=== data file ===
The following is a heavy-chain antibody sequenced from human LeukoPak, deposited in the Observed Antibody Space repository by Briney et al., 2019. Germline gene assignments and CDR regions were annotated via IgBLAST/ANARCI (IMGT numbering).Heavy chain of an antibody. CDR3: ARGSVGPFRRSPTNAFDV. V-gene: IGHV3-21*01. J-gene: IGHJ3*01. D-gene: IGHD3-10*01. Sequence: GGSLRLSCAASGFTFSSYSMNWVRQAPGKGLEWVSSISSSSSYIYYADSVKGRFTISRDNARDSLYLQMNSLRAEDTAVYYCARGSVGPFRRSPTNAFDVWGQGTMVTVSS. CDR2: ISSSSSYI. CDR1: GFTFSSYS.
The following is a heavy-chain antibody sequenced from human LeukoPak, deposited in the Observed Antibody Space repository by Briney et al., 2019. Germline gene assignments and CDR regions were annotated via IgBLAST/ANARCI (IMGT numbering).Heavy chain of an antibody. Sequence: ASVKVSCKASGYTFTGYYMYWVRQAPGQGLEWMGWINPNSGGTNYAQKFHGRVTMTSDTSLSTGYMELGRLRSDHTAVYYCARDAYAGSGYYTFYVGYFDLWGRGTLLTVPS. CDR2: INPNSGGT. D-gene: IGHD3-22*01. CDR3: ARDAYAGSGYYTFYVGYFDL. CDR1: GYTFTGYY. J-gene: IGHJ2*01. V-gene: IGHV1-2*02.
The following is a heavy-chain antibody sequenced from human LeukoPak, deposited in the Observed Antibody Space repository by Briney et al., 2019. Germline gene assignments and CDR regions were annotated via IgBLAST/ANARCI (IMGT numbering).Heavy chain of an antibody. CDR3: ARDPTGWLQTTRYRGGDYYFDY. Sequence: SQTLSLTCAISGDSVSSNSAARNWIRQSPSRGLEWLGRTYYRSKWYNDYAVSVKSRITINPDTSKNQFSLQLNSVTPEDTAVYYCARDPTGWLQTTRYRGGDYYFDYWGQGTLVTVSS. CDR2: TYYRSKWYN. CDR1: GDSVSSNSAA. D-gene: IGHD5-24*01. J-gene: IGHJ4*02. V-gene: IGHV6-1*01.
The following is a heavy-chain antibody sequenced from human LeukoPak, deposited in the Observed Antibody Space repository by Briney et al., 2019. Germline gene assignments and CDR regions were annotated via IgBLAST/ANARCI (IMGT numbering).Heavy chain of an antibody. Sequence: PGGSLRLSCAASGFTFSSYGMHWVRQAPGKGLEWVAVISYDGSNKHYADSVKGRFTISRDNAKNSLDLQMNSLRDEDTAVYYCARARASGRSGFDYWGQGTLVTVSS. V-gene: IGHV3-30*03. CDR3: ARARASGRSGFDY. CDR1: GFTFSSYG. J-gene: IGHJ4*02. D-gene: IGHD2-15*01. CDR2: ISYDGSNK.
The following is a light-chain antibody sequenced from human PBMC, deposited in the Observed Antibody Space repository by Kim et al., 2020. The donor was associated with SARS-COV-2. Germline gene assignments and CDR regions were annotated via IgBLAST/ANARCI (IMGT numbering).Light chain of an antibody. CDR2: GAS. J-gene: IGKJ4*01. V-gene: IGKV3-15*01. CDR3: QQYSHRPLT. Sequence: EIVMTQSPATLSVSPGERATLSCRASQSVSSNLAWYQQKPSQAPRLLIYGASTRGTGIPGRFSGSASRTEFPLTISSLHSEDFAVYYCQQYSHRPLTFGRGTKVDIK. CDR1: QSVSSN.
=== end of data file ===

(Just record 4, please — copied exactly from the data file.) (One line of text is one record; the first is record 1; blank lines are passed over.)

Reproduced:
The following is a heavy-chain antibody sequenced from human LeukoPak, deposited in the Observed Antibody Space repository by Briney et al., 2019. Germline gene assignments and CDR regions were annotated via IgBLAST/ANARCI (IMGT numbering).Heavy chain of an antibody. Sequence: PGGSLRLSCAASGFTFSSYGMHWVRQAPGKGLEWVAVISYDGSNKHYADSVKGRFTISRDNAKNSLDLQMNSLRDEDTAVYYCARARASGRSGFDYWGQGTLVTVSS. V-gene: IGHV3-30*03. CDR3: ARARASGRSGFDY. CDR1: GFTFSSYG. J-gene: IGHJ4*02. D-gene: IGHD2-15*01. CDR2: ISYDGSNK.